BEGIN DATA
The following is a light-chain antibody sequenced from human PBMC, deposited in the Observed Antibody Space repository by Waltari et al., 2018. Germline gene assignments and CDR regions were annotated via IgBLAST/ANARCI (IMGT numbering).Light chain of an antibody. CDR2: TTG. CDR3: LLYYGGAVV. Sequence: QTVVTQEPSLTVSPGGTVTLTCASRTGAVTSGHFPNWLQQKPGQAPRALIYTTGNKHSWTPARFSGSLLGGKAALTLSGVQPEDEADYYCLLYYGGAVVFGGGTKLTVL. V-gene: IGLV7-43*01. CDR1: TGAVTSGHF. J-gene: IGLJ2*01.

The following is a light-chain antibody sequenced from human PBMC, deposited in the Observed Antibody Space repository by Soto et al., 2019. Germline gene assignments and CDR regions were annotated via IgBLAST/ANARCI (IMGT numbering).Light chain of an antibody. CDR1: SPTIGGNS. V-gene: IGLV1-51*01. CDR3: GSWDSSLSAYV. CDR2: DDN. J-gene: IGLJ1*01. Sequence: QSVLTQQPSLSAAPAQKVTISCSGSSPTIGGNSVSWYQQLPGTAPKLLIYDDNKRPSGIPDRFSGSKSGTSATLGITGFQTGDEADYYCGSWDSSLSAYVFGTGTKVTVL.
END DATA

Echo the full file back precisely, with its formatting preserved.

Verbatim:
The following is a light-chain antibody sequenced from human PBMC, deposited in the Observed Antibody Space repository by Waltari et al., 2018. Germline gene assignments and CDR regions were annotated via IgBLAST/ANARCI (IMGT numbering).Light chain of an antibody. CDR2: TTG. CDR3: LLYYGGAVV. Sequence: QTVVTQEPSLTVSPGGTVTLTCASRTGAVTSGHFPNWLQQKPGQAPRALIYTTGNKHSWTPARFSGSLLGGKAALTLSGVQPEDEADYYCLLYYGGAVVFGGGTKLTVL. V-gene: IGLV7-43*01. CDR1: TGAVTSGHF. J-gene: IGLJ2*01.

The following is a light-chain antibody sequenced from human PBMC, deposited in the Observed Antibody Space repository by Soto et al., 2019. Germline gene assignments and CDR regions were annotated via IgBLAST/ANARCI (IMGT numbering).Light chain of an antibody. CDR1: SPTIGGNS. V-gene: IGLV1-51*01. CDR3: GSWDSSLSAYV. CDR2: DDN. J-gene: IGLJ1*01. Sequence: QSVLTQQPSLSAAPAQKVTISCSGSSPTIGGNSVSWYQQLPGTAPKLLIYDDNKRPSGIPDRFSGSKSGTSATLGITGFQTGDEADYYCGSWDSSLSAYVFGTGTKVTVL.